I stumbled upon this story in a quite unusual way. Usually I find interesting documentaries, movies and content in general from blogs, people I follow etc. I almost never watch TV or consume, what could be called random content – it’s almost always a deliberate choice, which has both up- and downsides, but that’s a topic/discussion for another day. But this story I surprisingly bumped into some random night watching TV.

The story about Christopher McCandless or Alexander Supertramp as he called himself, is described both in a motion picture and a book by the same name: Into the Wild by Jon Krakauer. As described above, I first encountered the motion picture version. And I was almost blown away by it. It may have something to do with the fact, that I at the time, had just returned from my month of Solo-travel in Myanmar and here I was back in Denmark watching a movie that described a lot of the same feeling I had both before and during my trip. It made quite an impact on me.

I started a little research about the guy Christopher McCandless, which the movie was based on and soon found out that there was a book written about his endeavor as well. I had to read it.

Without spoiling too much, the story in short is about a young guy who sells all his belongings to pursue a dream of living in the wild, without any help from modern day conveniences. It could be just another naive, semi-stupid guy getting lost in his own identity, but he is a very inspiring young guy with so much energy and passion for living.

You can surely get away with reading the book or watching the movie in any order, but the book includes a lot more details than the movie and has a lot of references to people who has or could have inspired Christopher McCandless. If you like the thought of leaving everything behind, maybe just for a short while the story sure will make an impact on you.

I would like to just bring a quote from the book, which is actually not by Christopher McCandless but by a guy called Everett Ruess. He lived way before McCandless even was born, but as McCandless he was a young guy who went out into the wild to explore both nature and himself. This is a letter he wrote to his brother that is just so incredibly philosophical:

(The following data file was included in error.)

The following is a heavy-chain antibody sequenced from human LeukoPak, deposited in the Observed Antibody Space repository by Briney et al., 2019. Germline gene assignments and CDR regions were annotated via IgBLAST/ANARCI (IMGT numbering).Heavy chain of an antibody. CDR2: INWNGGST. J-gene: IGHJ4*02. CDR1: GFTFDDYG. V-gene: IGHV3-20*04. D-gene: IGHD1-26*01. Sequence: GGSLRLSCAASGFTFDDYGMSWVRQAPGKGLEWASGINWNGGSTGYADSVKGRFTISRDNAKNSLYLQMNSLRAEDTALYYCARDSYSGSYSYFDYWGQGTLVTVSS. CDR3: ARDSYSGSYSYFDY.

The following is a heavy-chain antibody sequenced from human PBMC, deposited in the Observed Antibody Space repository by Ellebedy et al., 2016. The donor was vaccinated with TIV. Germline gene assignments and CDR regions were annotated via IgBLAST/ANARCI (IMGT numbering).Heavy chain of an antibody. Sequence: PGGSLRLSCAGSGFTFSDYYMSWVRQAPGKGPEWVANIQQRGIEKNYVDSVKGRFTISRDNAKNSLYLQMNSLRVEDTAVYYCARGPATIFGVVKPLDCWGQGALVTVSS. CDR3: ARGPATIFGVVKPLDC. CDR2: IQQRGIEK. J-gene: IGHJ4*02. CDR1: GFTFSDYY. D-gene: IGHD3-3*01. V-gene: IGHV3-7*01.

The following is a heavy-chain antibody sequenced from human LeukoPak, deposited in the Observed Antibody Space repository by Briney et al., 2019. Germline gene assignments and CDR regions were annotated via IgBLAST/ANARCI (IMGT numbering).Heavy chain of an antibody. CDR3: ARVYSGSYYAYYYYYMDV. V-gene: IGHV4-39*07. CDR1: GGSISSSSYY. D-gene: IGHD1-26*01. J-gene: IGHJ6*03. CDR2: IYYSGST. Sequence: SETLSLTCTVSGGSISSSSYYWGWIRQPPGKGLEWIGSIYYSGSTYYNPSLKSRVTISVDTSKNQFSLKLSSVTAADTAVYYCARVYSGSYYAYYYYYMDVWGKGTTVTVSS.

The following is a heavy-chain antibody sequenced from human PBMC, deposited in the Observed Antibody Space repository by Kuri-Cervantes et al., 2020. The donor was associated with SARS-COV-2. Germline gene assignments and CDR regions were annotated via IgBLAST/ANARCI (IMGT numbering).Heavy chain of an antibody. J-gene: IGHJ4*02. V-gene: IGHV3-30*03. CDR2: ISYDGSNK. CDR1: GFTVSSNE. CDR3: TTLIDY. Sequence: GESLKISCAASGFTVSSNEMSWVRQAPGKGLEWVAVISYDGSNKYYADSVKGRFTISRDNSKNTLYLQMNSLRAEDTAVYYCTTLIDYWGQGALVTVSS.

As to when I shall visit civilization, it will not be soon, I think. I have not tired of the wilderness; rather I enjoy its beauty and the vagrant life I lead, more keenly all the time. I prefer the saddle to the streetcar and star-sprinkled sky to a roof, the obscure and difficult trail, leading into the unknown, to any paved highway, and the deep peace of the wild to the discontent bred by cities. Do you blame me then for staying here, where I feel that I belong and am one with the world around me? It is true that I miss intelligent companionship, but there are so few with whom I can share the things that mean so much to me that I have learned to contain myself. It is enough that I am surrounded with beauty…

Even from your scant description, I know that I could not bear the routine and humdrum of the life that you are forced to lead. I don’t think I could ever settle down. I have known too much of the depths of life already, and I would prefer anything to an anticlimax.

The book is filled with interesting people who pursued the dream of a more ”natural” and simple life. And the story about Christopher McCandless is just so inspiring. Some people write him of as being a naive young kid with a death-wish. But read or watch and judge for yourself – it’s definitely not the impression I ended up with. Whether you pick up the bookor watch the movie I can’t ever imagine you being disappointed about the story.

After having finished it I picked up another book by the same author called Into Thin Air: A Personal Account of the Mt. Everest Disaster, about an Everest expedition that went terribly wrong, as with Into The Wild, this is a very interesting read – but I will save the final verdict and details to another blog post.